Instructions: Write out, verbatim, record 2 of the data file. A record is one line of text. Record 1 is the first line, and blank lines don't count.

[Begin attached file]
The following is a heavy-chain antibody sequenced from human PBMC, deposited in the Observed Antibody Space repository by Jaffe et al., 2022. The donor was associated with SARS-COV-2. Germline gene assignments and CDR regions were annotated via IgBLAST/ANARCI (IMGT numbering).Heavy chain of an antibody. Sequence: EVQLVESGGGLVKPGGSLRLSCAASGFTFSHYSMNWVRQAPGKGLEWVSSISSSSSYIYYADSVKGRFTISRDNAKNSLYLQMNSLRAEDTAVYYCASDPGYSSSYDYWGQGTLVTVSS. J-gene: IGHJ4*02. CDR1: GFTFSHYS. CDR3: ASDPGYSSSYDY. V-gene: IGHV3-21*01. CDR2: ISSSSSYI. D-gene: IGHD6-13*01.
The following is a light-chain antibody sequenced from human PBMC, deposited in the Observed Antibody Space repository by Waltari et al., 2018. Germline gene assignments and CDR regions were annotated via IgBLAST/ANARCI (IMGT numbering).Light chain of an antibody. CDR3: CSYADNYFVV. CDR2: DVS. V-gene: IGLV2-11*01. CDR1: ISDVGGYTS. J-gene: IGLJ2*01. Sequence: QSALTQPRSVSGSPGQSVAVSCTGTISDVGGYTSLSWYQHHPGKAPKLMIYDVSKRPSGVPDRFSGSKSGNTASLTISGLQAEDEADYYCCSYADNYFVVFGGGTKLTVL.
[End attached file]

The following is a light-chain antibody sequenced from human PBMC, deposited in the Observed Antibody Space repository by Waltari et al., 2018. Germline gene assignments and CDR regions were annotated via IgBLAST/ANARCI (IMGT numbering).Light chain of an antibody. CDR3: CSYADNYFVV. CDR2: DVS. V-gene: IGLV2-11*01. CDR1: ISDVGGYTS. J-gene: IGLJ2*01. Sequence: QSALTQPRSVSGSPGQSVAVSCTGTISDVGGYTSLSWYQHHPGKAPKLMIYDVSKRPSGVPDRFSGSKSGNTASLTISGLQAEDEADYYCCSYADNYFVVFGGGTKLTVL.